Diabetes inspidus induced by ofloxacinBMJ 2001; 323 doi: http://dx.doi.org/10.1136/bmj.323.7312.547 (Published 08 September 2001) Cite this as: BMJ 2001;323:547
- Anil Bharani,
- Hrishikesh Kumar
Nephrogenic diabetes insipidus occurs with agents such as lithium, methoxyfluorane, vitamin D, and demeclocycline. 1 2 We report a case of diabetes insipidus induced by ofloxacin (Tarivid; Hoescht Marion Roussel).
A 25 year old man was admitted with fever, a dry cough, and dyspnoea of three days' duration. He had had an influenza-like illness in the preceding week, and his doctor had prescribed ampicillin 2 g daily for three days. On examination he was febrile, toxic, dyspnoeic, and had poor oral hygiene. His pulse was 130 beats/min, blood pressure 110/70 mm Hg, and respiration 35 breaths/min. A chest examination showed signs of bilateral lobar consolidation of the mid zones. His total white blood cell count was 20×109/l with 90% polymorphs, the results of blood biochemistry were normal, and he had negative results for hepatitis B surface antigen, HIV-1, and HIV-2. A chest x ray film showed bilateral lobar infiltrates, no pleural reaction, and a normal cardiac silhouette. We diagnosed “typical” bilateral lobar pneumonia acquired in the community after influenza. He was treated with multiple antibiotics as sputum and relevant bacteriology results could not be obtained: penicillin G 2 million units four times daily, gentamicin 60 mg every eight hours, clarithromycin 500 mg twice daily, and metronidazole 400 mg every eight hours. He was also given a mucolytic, intravenous fluids, vitamins, and intranasal oxygen.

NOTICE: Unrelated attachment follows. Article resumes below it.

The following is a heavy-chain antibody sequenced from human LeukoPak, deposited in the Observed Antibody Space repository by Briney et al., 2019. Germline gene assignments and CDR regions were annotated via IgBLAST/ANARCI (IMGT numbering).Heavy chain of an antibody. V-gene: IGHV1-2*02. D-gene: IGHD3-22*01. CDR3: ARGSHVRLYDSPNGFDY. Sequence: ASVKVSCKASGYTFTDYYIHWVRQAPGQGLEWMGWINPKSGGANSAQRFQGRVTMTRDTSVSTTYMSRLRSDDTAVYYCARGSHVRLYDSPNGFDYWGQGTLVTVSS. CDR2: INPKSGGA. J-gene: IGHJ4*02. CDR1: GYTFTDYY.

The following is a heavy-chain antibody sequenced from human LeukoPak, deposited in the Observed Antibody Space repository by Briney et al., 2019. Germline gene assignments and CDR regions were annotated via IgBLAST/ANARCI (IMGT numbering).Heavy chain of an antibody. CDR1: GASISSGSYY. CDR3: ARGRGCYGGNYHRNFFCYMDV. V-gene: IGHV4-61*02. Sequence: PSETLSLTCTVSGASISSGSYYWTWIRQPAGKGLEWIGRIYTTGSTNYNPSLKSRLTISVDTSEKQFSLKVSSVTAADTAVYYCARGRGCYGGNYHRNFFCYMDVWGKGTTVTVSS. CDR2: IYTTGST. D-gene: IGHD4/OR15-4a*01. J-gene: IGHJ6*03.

On the third day after admission his response was poor and he was given ofloxacin 200 mg twice daily. He seemed to improve, but on the fifth day he developed polyuria (>20 l/day) with excessive thirst (urine 264 mOsmol/kg with urinary sodium excretion 286 mmol/day). Ofloxacin induced diabetes insipidus was suspected, and the drug was stopped. His urine volume gradually decreased and his thirst normalised within 36 hours while the other drugs were continued. As he continued to improve we rechallenged him with ofloxacin 400 mg daily. Again his urine production increased in association with polydipsia. Ofloxacin was stopped. A chest x ray film showed resolution of the pneumonic consolidation. Multiple cavity formation bilaterally suggested infection with Staphylococcus aureus. He was given ceftriazone 2 g daily and cloxacillin 500 mg four times daily. His symptoms resolved after two weeks.
That the diabetes insipidus recurred when he was rechallenged with ofloxacin and resolved after the drug was stopped while other treatment was continued suggests a causal relation. We could find no report on ofloxacin induced diabetes insipidus in the published literature or from the product monograph. We reported this side effect to the manufacturer and the Central Drug Standard Control Organisation (west zone), both of which were unaware of any such report. Similarly, the other drugs the patient took were unlikely to interact to cause a diabetes insipidus-like syndrome. The mechanism of this interaction is not clear; it could be similar to that of lithium or demeclocycline, which interferes with the action of antidiuretic hormone on the collecting ducts. 1 2
Competing interests None declared.